Preparation of fluorescently labelled TBP derivative
TBP was labelled with an Alexa647 or Alexa555 fluorophore via a cysteine–maleimide coupling strategy. To introduce a unique cysteine residue, the native cysteines at positions C48 and C67 that are buried inside the protein have been substituted by serine residues and a single cysteine residue has been introduced at position S71. The mutations have been introduced into the TBP gene using either the QuikChange II site-directed mutagenesis kit (Agilent) or the splice by overlap extension PCR strategy. Recombinant TBP-S71C was expressed from a pET21a(+) vector in BL21(DE3)/Rosetta cells and expression of TBP was induced in exponentially growing cultures with 1 mM isopropyl β-D-1-thiogalactopyranoside at an optical density of ~0.6 to 0.8 in rich medium for 4 h at 37 °C. Bacterial cells were harvested, resuspended and extracted in P300 buffer (200 mM Tris/acetate pH 7.9, 100 mM MgAc, 0.1 mM ZnSO4, 300 mM KAc, 10% glycerine). Cells were lysed using sonification. Recombinant and heat stable MjTBP could further be pre-purified using a heat denaturation step (65 °C for 20 min). The heat stable fraction contained MjTBP and the protein was precipitated with saturating amounts of ammonium sulfate. After pelleting the precipitated protein fraction, the pellet was resuspended in 5 ml P300 with 0.05% beta-ME and further purified by size exclusion chromatography (HiPrep-Sephacryl, S100 16/60, GE Healthcare). MjTBP containing fractions were combined, subsequently further purified and β-mercaptoethanol was removed by ion exchange chromatography (MonoQ 4.6/100 PE, GE Healthcare) using a gradient from 100 to 1,000 mM potassium acetate. The labelling reaction was carried out using a 10-fold molar excess of dye at 4 °C for 16 h. Labelled protein was separated from excessive free dye using a NAP-5-column and P100 buffer (200 mM Tris/acetate pH 7.9, 100 mM MgAc, 0.1 mM ZnSO4, 100 mM KAc, 10% glycerine) with 0.05% beta-ME.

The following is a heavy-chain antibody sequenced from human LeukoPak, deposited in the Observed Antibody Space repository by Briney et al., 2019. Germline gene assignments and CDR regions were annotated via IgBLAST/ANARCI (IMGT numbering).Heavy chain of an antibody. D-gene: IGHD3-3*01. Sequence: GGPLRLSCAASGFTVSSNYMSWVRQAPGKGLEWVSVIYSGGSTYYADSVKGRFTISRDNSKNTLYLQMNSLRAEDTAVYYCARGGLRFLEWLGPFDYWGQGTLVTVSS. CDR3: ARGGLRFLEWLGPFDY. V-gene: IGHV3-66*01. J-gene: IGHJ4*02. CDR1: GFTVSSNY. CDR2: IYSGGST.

Preparation of fluorescently labelled TFB derivative
For the production of fluorescently labelled TFB variants a nonsense-suppressor strategy was chosen, which allows the specific labelling of the protein via a unique unnatural amino acid (p-Azido-L-phenylalanine)49. An amber mutation (TAG) was introduced at position G262 into the TFB gene using the QuikChange II site-directed mutagenesis kit. The mutated protein was expressed from a pET21a(+) plasmid, which allowed purification of the full-length protein via a C-terminal His-tag. The recombinant protein was produced in BL21/DE3 cells that additionally carried the arabinose-inducible pEvolv-pAzF plasmid encoding multiple copies of an amber-suppressor tRNA (tRNACUA) and an engineered tyrosyl-tRNA synthetase50. Bacterial cultures were grown in rich medium containing 100 μg ml−1 ampicillin and 25 μg ml−1 chloramphenicol. p-Azido-L-phenylalanine (1 mM, Chem-Impex International Inc.) and 0.02% arabinose were added to the culture at an optical density of 0.3–0.4. TFB expression was induced with 1 mM isopropyl β-D-1-thiogalactopyranoside at an optical density of 0.5–0.6 and cells were harvested after 3 h. After harvesting the cells by centrifugation (5,000g, 15 min), the cells were resuspended in N500 buffer (200 mM Tris/acetate pH 7.9, 100 mM MgAc, 0.1 mM ZnSO4, 500 mM NaCl, 10% glycerine) containing 0.5% Triton. Cells were lysed by sonification and the soluble protein fraction was extracted. The cell lysate was removed from cell debris and unsoluble fractions by a centrifugation step (15,000g, 30 min) and the supernatant was further purified by affinity chromatography (HisTrap FF 1 ml, GE Healthcare). Following labelling with 10-fold molar excess of either DyLight550 or DyLight650 via Staudinger ligation47 overnight at 4 °C, the excess of free dye was removed by affinity chromatography (HisTrap FF 1 ml).